The Facebook ads clamoured for my attention. “In one year, I made 6 figures.” “The simple one page website that made me a $10 million dollars.” Drawing you in, these are the parts of freelance life and entrepreneurship that bring purpose to the hustle.
This month has been glorious and wild-in all of the ways. Somehow when my professional life is thriving, I find the personal life windles down to the bare essentials in all forms. Healthy routines of meal prep, easing into the day, and remaining active subside and take a bow to take out, working from standing desks, and endless late nights. So what does the preverbal work/life balance look like?
When it comes to scaling a business as a solopreneur, it’s up to you.
At the beginning of the year, I set aggressive goals for scaling the studio to agency, both in skillset and in revenue. However, at the end of the day, the only person who is responsible for the growth is yourself. When you bring on employees and begin managing a team, there’s additional leadership and admin required. The pressure? Well, it’s real. The need to provide, move forward, and always best your personal best.
Entrepreneurship is an emotional roller coaster ride. When hustle exists, heart check-ins are necessary.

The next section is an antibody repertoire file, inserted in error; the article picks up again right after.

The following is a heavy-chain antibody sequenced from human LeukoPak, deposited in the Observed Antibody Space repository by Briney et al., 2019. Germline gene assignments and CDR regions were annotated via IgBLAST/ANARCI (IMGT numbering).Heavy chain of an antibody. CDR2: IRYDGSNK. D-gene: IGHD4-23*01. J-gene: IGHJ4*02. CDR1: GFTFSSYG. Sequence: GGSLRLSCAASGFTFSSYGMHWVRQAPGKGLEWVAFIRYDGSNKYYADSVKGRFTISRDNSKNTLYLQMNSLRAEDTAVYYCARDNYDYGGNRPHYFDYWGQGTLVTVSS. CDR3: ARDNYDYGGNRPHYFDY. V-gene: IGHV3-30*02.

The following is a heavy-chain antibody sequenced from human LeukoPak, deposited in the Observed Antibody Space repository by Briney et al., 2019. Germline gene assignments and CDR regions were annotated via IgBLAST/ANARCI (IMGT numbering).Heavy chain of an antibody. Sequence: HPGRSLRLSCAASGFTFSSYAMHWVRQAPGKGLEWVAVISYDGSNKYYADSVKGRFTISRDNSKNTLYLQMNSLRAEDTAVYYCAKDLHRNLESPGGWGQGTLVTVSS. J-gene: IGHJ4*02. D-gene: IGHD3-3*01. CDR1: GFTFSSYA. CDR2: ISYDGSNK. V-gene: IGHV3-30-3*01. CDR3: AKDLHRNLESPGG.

Here’s what I’ve learned about myself over the years- I love to stay busy. Whether it’s a project or going on a hike with a friend, active rest is definitely what I do until I’m to the point of exhaustion. I’d prefer to be productive, learning, and growing rather than lonely or feeling isolated. To Netflix and fall asleep or to Netflix and get things done? For me, this is always the question with evenings at home. In light of this, how do I cultivate rest and inspiration as disciplines? Is there a reason I have the need to productivity hack and automate most moments of my life?
As someone who runs a lifestyle blog in addition to a design studio, this dance is all too real. Everything in my life can somehow be monetized. But is it worth it? At what cost? Where are the simple moments where I solely cook for myself rather than the next shoot? Do I purchase items in the store because I love them or because they are an affiliate product?
When the hustle is strong, I’ve come to ask myself these questions:
Do I only feel significant when producing something?
Is it easier to run from pain and sink into work as a coping mechanism that is validated and praised by others?
Or am I choosing to be busy at the cost of being purposeful?
How are you prioritizing rest and fun in your schedule? (If you aren’t what is something fun you want to do?)